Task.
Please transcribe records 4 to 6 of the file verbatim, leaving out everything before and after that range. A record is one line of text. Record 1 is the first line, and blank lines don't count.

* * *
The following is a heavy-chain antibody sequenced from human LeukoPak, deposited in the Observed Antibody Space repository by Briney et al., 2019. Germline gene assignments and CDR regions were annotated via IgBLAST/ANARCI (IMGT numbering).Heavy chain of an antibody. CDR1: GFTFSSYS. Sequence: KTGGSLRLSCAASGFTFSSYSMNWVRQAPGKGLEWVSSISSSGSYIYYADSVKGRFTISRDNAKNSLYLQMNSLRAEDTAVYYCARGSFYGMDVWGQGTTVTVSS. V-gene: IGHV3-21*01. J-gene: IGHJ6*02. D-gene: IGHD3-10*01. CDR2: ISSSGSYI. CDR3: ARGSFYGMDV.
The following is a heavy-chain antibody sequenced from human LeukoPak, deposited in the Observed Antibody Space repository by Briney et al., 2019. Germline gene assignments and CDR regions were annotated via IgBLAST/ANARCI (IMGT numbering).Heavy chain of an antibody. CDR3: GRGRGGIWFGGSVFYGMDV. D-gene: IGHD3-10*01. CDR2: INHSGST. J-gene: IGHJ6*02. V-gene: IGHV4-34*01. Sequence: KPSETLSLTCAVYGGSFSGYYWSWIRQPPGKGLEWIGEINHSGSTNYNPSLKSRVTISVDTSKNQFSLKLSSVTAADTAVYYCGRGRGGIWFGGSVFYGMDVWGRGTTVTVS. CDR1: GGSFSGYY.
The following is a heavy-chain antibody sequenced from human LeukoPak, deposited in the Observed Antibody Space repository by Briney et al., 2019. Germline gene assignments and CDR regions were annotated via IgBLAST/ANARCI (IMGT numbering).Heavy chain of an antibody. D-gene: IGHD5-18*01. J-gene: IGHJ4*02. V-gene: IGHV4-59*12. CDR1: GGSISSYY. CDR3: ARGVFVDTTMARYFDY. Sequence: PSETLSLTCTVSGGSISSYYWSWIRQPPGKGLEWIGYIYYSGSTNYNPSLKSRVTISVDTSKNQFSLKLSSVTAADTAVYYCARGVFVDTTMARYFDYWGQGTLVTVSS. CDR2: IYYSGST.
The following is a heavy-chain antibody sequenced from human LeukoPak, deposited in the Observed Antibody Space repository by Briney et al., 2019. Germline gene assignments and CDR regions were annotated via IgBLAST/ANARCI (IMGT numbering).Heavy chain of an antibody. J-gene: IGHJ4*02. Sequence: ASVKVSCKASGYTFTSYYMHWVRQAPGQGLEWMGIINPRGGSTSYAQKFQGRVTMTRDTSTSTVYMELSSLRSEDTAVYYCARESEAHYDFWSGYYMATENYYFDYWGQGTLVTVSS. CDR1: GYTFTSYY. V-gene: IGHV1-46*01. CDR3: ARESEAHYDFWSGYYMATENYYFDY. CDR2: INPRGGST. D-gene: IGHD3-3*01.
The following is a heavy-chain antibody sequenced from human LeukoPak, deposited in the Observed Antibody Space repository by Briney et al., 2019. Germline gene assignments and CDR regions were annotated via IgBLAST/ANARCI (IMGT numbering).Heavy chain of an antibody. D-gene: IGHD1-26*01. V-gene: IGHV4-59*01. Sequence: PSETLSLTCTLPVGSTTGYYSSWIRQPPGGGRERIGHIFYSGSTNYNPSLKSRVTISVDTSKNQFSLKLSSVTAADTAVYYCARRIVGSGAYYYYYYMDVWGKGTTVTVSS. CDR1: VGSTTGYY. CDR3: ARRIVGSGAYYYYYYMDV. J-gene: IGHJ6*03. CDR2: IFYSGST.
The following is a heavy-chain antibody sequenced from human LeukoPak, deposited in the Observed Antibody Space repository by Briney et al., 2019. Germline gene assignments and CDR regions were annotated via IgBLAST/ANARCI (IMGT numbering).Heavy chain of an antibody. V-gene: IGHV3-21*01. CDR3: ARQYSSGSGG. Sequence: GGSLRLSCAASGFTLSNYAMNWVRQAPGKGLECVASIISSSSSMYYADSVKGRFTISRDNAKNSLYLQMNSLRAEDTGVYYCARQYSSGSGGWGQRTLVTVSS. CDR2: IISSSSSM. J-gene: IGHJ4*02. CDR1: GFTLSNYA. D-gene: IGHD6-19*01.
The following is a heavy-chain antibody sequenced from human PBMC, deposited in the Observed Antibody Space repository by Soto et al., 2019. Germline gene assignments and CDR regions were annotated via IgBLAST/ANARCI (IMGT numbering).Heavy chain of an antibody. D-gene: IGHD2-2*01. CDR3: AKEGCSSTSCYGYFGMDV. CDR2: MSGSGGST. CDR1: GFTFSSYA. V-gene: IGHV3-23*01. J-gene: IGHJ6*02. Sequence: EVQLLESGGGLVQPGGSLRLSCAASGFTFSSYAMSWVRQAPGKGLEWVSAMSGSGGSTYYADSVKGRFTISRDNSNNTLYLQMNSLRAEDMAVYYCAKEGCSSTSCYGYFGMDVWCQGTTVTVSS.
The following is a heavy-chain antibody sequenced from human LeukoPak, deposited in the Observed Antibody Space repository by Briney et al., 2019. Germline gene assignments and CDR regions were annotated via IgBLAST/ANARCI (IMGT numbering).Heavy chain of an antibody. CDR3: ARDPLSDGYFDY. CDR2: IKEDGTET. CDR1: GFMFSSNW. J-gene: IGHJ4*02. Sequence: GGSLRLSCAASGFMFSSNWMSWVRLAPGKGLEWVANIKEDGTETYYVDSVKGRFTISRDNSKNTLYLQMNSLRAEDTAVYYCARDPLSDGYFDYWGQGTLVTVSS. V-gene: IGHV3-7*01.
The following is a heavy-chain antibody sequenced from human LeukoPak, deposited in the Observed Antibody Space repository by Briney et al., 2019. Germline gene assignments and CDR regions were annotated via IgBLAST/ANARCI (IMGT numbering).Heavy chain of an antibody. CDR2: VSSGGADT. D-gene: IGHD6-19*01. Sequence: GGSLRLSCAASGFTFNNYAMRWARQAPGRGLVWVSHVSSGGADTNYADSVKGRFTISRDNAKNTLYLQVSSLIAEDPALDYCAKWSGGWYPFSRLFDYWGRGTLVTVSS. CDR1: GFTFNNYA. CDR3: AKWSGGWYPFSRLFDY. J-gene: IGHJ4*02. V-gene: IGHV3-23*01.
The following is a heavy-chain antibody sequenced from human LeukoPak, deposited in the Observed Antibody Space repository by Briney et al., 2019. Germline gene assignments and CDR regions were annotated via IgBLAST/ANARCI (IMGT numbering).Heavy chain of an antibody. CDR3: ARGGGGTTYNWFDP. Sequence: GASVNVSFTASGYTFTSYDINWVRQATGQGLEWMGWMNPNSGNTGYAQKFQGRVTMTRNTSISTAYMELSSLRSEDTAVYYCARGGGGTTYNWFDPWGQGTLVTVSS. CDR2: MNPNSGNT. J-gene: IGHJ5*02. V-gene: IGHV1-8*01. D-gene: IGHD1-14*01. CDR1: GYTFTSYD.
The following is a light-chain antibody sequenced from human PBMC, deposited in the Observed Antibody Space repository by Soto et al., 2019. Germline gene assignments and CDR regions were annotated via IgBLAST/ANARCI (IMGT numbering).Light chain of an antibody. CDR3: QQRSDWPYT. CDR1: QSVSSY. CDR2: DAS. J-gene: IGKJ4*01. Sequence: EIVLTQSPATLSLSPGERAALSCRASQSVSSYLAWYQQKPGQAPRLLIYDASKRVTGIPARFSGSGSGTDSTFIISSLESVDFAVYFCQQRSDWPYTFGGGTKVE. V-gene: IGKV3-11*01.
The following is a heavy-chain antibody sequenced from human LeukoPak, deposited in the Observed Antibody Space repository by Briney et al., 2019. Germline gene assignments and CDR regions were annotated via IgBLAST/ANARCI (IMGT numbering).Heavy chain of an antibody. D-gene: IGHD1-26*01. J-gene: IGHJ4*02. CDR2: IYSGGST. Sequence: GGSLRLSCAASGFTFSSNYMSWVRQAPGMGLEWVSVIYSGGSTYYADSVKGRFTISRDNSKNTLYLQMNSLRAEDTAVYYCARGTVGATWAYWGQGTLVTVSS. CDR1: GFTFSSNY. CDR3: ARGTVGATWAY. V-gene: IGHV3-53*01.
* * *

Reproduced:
The following is a heavy-chain antibody sequenced from human LeukoPak, deposited in the Observed Antibody Space repository by Briney et al., 2019. Germline gene assignments and CDR regions were annotated via IgBLAST/ANARCI (IMGT numbering).Heavy chain of an antibody. J-gene: IGHJ4*02. Sequence: ASVKVSCKASGYTFTSYYMHWVRQAPGQGLEWMGIINPRGGSTSYAQKFQGRVTMTRDTSTSTVYMELSSLRSEDTAVYYCARESEAHYDFWSGYYMATENYYFDYWGQGTLVTVSS. CDR1: GYTFTSYY. V-gene: IGHV1-46*01. CDR3: ARESEAHYDFWSGYYMATENYYFDY. CDR2: INPRGGST. D-gene: IGHD3-3*01.
The following is a heavy-chain antibody sequenced from human LeukoPak, deposited in the Observed Antibody Space repository by Briney et al., 2019. Germline gene assignments and CDR regions were annotated via IgBLAST/ANARCI (IMGT numbering).Heavy chain of an antibody. D-gene: IGHD1-26*01. V-gene: IGHV4-59*01. Sequence: PSETLSLTCTLPVGSTTGYYSSWIRQPPGGGRERIGHIFYSGSTNYNPSLKSRVTISVDTSKNQFSLKLSSVTAADTAVYYCARRIVGSGAYYYYYYMDVWGKGTTVTVSS. CDR1: VGSTTGYY. CDR3: ARRIVGSGAYYYYYYMDV. J-gene: IGHJ6*03. CDR2: IFYSGST.
The following is a heavy-chain antibody sequenced from human LeukoPak, deposited in the Observed Antibody Space repository by Briney et al., 2019. Germline gene assignments and CDR regions were annotated via IgBLAST/ANARCI (IMGT numbering).Heavy chain of an antibody. V-gene: IGHV3-21*01. CDR3: ARQYSSGSGG. Sequence: GGSLRLSCAASGFTLSNYAMNWVRQAPGKGLECVASIISSSSSMYYADSVKGRFTISRDNAKNSLYLQMNSLRAEDTGVYYCARQYSSGSGGWGQRTLVTVSS. CDR2: IISSSSSM. J-gene: IGHJ4*02. CDR1: GFTLSNYA. D-gene: IGHD6-19*01.